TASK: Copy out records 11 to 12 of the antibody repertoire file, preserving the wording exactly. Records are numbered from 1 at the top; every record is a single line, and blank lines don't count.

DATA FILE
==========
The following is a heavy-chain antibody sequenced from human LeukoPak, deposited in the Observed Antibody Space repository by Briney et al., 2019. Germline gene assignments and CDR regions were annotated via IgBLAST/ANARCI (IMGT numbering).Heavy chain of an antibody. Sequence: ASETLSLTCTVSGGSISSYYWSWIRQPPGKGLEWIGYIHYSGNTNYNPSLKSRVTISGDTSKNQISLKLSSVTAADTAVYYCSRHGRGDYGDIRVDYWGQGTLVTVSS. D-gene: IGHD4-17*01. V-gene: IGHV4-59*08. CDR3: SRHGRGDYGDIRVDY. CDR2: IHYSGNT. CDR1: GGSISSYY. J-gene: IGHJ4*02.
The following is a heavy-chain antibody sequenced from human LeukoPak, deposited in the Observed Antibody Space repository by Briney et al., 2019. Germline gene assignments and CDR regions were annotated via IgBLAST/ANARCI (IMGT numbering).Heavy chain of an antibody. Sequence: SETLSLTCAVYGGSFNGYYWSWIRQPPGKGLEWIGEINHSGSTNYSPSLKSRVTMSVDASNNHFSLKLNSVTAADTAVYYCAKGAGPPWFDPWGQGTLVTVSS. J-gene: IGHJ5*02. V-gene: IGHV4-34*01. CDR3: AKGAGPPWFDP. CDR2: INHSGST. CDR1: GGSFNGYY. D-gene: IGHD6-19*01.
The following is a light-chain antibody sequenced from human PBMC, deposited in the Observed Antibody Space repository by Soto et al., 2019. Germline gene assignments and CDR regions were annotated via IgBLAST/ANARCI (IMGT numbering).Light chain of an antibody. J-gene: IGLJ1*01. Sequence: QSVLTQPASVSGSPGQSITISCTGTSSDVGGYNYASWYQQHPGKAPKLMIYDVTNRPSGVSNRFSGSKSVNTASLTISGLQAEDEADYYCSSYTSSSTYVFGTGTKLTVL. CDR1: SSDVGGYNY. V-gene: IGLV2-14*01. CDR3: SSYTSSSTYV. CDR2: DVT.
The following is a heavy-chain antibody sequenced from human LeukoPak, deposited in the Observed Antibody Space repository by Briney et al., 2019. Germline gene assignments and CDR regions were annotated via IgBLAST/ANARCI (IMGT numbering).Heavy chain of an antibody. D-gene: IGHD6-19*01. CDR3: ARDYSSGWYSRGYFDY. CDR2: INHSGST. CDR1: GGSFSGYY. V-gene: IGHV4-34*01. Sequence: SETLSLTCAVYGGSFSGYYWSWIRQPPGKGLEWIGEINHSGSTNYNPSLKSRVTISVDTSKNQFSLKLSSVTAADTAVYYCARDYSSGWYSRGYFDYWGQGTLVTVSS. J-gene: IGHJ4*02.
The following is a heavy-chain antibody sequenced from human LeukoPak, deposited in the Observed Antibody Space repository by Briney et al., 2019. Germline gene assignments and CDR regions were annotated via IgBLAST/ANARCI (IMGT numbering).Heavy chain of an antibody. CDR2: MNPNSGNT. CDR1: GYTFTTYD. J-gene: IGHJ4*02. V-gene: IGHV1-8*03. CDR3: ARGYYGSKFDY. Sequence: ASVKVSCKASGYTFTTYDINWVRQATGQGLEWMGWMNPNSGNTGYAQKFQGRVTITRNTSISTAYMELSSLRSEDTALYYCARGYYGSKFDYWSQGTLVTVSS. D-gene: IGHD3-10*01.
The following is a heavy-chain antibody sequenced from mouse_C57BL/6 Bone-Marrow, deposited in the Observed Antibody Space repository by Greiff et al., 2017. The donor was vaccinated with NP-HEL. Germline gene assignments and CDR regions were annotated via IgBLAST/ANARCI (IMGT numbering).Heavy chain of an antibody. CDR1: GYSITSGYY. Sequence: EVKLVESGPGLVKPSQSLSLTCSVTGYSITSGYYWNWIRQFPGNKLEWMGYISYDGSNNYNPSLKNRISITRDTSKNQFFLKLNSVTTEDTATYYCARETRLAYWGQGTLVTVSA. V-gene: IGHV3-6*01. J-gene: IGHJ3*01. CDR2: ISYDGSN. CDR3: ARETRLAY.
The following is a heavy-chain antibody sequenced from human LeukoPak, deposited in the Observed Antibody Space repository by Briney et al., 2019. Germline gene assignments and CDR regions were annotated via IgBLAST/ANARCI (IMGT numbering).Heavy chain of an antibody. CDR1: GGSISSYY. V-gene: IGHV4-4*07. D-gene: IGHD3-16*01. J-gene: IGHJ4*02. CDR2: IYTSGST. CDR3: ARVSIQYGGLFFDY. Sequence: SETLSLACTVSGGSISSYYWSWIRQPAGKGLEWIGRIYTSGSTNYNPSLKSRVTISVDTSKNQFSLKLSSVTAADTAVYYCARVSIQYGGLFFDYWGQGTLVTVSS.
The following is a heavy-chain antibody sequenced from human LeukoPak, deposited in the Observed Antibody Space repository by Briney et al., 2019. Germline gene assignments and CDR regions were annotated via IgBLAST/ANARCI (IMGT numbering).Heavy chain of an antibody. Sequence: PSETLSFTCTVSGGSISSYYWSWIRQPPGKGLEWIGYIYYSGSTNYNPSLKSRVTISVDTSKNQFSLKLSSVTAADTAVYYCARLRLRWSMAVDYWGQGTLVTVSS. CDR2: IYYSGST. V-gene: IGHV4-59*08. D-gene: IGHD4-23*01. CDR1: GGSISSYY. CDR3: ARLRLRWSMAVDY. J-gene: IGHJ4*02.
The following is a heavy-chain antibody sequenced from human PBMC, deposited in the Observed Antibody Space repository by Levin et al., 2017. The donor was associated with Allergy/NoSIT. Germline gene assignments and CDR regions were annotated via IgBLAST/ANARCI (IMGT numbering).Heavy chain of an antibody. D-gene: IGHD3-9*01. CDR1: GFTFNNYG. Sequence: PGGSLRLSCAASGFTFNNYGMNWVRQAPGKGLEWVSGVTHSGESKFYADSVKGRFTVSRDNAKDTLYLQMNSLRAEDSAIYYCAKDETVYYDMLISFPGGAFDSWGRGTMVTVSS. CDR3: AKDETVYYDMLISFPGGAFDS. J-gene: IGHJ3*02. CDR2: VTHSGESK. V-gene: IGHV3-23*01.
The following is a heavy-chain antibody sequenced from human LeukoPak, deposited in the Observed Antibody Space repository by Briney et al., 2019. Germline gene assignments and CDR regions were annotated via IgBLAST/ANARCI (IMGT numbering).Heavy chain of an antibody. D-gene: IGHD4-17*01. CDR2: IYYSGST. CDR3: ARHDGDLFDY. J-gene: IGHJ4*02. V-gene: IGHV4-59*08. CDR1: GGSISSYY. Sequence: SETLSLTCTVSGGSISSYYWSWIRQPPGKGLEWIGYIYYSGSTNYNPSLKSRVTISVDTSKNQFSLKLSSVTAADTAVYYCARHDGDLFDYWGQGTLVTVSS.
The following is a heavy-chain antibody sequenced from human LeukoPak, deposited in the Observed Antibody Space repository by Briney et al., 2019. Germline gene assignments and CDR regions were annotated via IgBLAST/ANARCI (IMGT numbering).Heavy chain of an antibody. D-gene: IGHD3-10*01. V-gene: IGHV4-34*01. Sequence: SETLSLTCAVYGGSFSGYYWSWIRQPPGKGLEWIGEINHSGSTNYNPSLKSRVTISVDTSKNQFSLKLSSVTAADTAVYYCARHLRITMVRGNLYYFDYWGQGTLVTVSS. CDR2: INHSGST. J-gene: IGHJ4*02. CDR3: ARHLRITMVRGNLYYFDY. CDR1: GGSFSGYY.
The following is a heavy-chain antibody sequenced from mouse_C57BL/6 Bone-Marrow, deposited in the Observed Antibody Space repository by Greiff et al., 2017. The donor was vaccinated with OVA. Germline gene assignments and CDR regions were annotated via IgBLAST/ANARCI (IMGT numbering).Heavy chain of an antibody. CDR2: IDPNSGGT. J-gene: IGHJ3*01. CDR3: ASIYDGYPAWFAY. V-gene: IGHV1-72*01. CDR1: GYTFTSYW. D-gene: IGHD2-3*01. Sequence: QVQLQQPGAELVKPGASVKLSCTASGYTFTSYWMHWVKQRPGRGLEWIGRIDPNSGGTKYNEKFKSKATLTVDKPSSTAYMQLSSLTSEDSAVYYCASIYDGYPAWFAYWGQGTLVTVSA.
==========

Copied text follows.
The following is a heavy-chain antibody sequenced from human LeukoPak, deposited in the Observed Antibody Space repository by Briney et al., 2019. Germline gene assignments and CDR regions were annotated via IgBLAST/ANARCI (IMGT numbering).Heavy chain of an antibody. D-gene: IGHD3-10*01. V-gene: IGHV4-34*01. Sequence: SETLSLTCAVYGGSFSGYYWSWIRQPPGKGLEWIGEINHSGSTNYNPSLKSRVTISVDTSKNQFSLKLSSVTAADTAVYYCARHLRITMVRGNLYYFDYWGQGTLVTVSS. CDR2: INHSGST. J-gene: IGHJ4*02. CDR3: ARHLRITMVRGNLYYFDY. CDR1: GGSFSGYY.
The following is a heavy-chain antibody sequenced from mouse_C57BL/6 Bone-Marrow, deposited in the Observed Antibody Space repository by Greiff et al., 2017. The donor was vaccinated with OVA. Germline gene assignments and CDR regions were annotated via IgBLAST/ANARCI (IMGT numbering).Heavy chain of an antibody. CDR2: IDPNSGGT. J-gene: IGHJ3*01. CDR3: ASIYDGYPAWFAY. V-gene: IGHV1-72*01. CDR1: GYTFTSYW. D-gene: IGHD2-3*01. Sequence: QVQLQQPGAELVKPGASVKLSCTASGYTFTSYWMHWVKQRPGRGLEWIGRIDPNSGGTKYNEKFKSKATLTVDKPSSTAYMQLSSLTSEDSAVYYCASIYDGYPAWFAYWGQGTLVTVSA.